Reaching out to help others is a way to heal oneself

It seems helping others also has the effect of helping yourself. That's something to think about when bereaved.

Not at first of course. When a very dear one dies, we are the ones in need of help and comfort - or maybe we just need just some time to ourselves.

However, when we are again able to look outside our own grief, it's easy to find others in need of comfort or help, and we can extend ourselves to them. This is very good for both them and ourselves.

There are endless ways to assist others: keeping company, listening, maybe a little money if needed, running errands, cooking meals, rides to appointments, a lunch out at a local restaurant. You can extend an invitation, read or help with small repairs, give advice or include the person in special holidays and fun outings. It doesn't have to be a big thing. It could be as simple as a phone call.

Perhaps this is why the tradition of volunteering is so ingrained in American culture. Volunteering is a fine way to help others. It's also a big part of our social economy - both time and money. The urge to help others, as well as oneself, is surely a reason behind peaceful protests for social good and justice.

When bereaved, I think helping others is also part of coping with our own grief. As we learn how to manage our grief, we have more energy to reach out to others. This outreach may be a way of coping in itself.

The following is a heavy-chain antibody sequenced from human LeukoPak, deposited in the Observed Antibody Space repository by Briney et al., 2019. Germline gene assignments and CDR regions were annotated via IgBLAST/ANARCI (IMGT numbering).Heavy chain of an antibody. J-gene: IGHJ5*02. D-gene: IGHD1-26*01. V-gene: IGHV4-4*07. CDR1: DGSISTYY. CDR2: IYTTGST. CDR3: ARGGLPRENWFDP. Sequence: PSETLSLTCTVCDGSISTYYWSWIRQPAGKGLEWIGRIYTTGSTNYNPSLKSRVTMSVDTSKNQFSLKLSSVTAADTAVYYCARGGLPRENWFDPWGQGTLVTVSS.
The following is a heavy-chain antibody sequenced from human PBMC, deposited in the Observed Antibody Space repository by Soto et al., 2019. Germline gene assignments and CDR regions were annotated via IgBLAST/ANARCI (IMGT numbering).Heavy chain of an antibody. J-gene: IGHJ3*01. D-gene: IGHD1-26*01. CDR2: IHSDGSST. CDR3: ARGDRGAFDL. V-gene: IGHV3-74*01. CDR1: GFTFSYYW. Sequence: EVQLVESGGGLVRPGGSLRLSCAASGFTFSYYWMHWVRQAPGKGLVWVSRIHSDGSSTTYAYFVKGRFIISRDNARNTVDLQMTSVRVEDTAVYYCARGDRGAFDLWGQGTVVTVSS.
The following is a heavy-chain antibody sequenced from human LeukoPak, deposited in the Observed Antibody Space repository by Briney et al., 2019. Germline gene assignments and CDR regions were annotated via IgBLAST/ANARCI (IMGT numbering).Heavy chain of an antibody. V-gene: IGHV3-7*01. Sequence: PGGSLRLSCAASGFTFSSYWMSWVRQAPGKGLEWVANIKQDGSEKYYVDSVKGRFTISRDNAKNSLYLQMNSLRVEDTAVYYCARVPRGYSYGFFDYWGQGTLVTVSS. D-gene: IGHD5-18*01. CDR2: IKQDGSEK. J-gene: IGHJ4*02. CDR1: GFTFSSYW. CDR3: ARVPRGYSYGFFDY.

In one interesting episode of the British TV series "Downton Abbey," Mrs. Crawley's son dies in a car crash. She is devastated. One of the things that helps her start getting a grip, sometime later, is to help a person in dire need of health care. It awakens her past as a nurse and she is tireless in getting him back on his feet and off to a new job. And this helped her as well. It was her step forward, and a nice example of the power of helping others.

My dear Baheej was always helping someone, in one way or another. I think this was one reason why he loved teaching. He got to know his students well and often gave them good advice and encouragement, in addition to the teaching. They loved him.

I'm sure wanting to help is also a motivating factor for donations to animal shelters and other organizations that care for animals in neighborhoods or in the wild. It's why people seeking a pet often adopt from a shelter or animal rescue. A sweet dog, cat, horse or other pet gets a new forever home, and the adopter gets a wonderful new buddy.

I got my two sweet kitties from a barn in Belvedere when they were only 3 months old. Their mother had died and they needed a home. A rescue of sorts, but I was the big beneficiary. My sister Mary got her darling dog and cat as rescues.

So the point is: Helping one another, whether a person or pet, is a double whammy. It helps both the giver and receiver. It's healthy all around.

And everyone has a talent to help, something to give or do. Just look around for opportunities; it comes naturally.

• Susan Anderson-Khleif of Sleepy Hollow has a doctorate in family sociology from Harvard, taught at Wellesley College and is a retired Motorola executive. Contact her at or see her blog See previous columns at

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